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Fieldwork: How do natural processes at the coast affect surfing conditions?


Waves are the beating heart of the coastline, and surfers rely on particular wave conditions in order to practise their sport. Waves are affected by three main factors: 1. Wind speed and direction; 2. The gradient of the beach that rests offshore; and 3. The height of the tide (and how much of the offshore beach is exposed).

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Length of time

Half day, covering both a high and a low tide time.


Suitable location

A medium- to high-energy coastline.


Equipment needed

Stopwatch; Device to take video footage; Digital anemometer; Thread; Compass.


Key skills

  • Finding the mean and median of different values.
  • Appreciation of the inaccuracy of wave height measurements.
  • Drawing a radial graph to show the different strengths and directions of wind at the chosen coastline.
  • Drawing a mind map showing how wave period, wave height, wave swash time, wind speed and wind direction are interconnected.
  • Analysing and comparing the features of the waves at high and low tides.


Suggested delivery

Students will be measuring five features of waves:

  • The wave period (the time between successive wave breaks).
  • The wave height (the distance between the wave crest and the wave trough).
  • The wave swash time (the time between the start and finish of a single swash).
  • The velocity of the wind.
  • The dominant (prevailing) direction of the wind.

Prior to conducting the primary data collection, students might wish to think about how these features may support surfing, and what would be the ideal surfing conditions under each of these factors. #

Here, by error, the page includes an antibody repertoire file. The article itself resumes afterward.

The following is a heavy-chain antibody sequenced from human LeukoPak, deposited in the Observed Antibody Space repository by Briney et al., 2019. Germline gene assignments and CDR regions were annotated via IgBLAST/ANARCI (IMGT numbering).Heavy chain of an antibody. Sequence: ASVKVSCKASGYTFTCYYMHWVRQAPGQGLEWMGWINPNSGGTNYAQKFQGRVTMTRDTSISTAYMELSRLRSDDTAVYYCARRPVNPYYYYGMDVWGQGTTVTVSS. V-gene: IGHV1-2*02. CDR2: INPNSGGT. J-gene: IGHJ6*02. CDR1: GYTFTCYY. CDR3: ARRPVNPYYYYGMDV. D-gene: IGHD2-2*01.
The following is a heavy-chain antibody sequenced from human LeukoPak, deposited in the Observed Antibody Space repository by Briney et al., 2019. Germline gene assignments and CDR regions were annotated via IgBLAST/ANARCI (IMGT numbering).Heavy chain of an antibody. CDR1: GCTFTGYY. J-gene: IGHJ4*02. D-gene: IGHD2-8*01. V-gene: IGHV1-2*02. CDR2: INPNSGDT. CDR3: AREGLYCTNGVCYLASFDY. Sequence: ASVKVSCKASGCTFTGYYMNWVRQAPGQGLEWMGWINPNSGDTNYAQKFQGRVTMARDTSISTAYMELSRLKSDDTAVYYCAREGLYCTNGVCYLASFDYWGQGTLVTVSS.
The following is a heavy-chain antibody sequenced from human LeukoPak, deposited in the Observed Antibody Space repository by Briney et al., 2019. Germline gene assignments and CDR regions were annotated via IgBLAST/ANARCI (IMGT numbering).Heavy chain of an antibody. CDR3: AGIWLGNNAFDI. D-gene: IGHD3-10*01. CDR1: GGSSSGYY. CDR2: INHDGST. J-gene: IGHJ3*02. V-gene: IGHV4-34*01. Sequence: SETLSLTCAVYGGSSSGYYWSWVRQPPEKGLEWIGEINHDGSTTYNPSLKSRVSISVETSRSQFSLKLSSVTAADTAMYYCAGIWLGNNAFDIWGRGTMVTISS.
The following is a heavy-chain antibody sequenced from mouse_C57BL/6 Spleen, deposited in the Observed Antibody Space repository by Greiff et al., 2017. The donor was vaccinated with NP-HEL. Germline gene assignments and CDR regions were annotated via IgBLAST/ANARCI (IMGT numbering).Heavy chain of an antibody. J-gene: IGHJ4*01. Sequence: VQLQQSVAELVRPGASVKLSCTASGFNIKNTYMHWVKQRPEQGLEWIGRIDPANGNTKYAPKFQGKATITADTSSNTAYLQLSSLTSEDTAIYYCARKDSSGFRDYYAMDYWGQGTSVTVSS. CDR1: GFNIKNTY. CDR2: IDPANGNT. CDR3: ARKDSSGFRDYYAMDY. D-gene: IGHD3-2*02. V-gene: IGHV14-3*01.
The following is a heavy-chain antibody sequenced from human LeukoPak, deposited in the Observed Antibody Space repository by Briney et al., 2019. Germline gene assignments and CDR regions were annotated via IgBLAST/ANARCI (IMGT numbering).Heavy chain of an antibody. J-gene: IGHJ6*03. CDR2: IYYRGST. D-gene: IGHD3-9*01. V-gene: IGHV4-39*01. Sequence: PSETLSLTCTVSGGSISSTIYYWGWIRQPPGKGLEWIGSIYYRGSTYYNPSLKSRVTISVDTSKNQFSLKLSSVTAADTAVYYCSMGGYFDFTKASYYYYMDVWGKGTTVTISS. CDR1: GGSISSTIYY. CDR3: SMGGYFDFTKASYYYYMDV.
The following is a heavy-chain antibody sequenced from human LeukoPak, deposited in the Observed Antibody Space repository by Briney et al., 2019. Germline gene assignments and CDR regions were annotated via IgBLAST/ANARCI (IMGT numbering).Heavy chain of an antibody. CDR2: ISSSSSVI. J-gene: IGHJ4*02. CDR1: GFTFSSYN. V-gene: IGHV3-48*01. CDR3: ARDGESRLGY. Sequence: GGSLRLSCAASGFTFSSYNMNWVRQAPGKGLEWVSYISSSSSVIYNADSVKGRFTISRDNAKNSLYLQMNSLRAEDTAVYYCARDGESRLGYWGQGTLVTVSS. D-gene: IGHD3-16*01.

Wave period: Students can measure the wave period by measuring the time it takes for successive waves to pass a fixed point, such as a support for a pier. It is recommended that students measure for at least twenty waves; an average time is then calculated.

Wave height: In general it is not advisable for students to attempt to measure wave height in the water. Instead, they should estimate the difference between the trough and crest of the wave as it passes a fixed point such as the support of a pier. Students may benefit from taking a short video of the waves as they pass so that this can be replayed and more accurate measurements recorded.

Wave swash time: Students can measure the time between the point at which the swash breaks to the point at which it has disappeared.

For wave period, height and swash time, it is recommended that students measure at least twenty waves and then calculate an average from these measurements.

Wind velocity: Using a digital anemometer, students should face into the wind and hold the anemometer such that the fan can move freely in the wind. Students can monitor the maximum and minimum velocity readings in a two minute time period and then record the median value between these two measures.

Wind direction: Students can hold a piece of thread at one end above their heads and record the main direction in which the thread moves by the wind using a compass. Remind students that the wind direction is recorded as where the wind originates from, not where it is blowing towards.

These measurements can be carried out on the beach at low tide and from a safe vantage point at high tide. Students can then decide whether the conditions that day represent fair, excellent or poor surfing conditions.

Students can have a discussion about which of the factors they have measured has the most impact on the surfing conditions and which of the factors they have measured in the field they would change on that day in order to improve surfing conditions.


Potential risks to consider

  • The position of the tides at the time of the activity, how high they are, and are likely to get, and when the peak tide will be.
  • Students entering the water, either intentionally or by mistake (especially in coastal areas with known riptides).


Possible follow up activities

  • Students can use mapping software to measure the length of the fetch for the coastline they have studied, as well as others around the UK, and use these to find surfing hotspots.
  • Students can use historical wave data from surfing websites to compare winter and summer wave conditions.



Magic Seaweed



This collection of Fieldwork activities was created by the Fieldwork and Outdoor Learning Special Interest Group (FOLSIG) for the National Festival of Fieldwork, the GA invites everyone to take part during the summer term.

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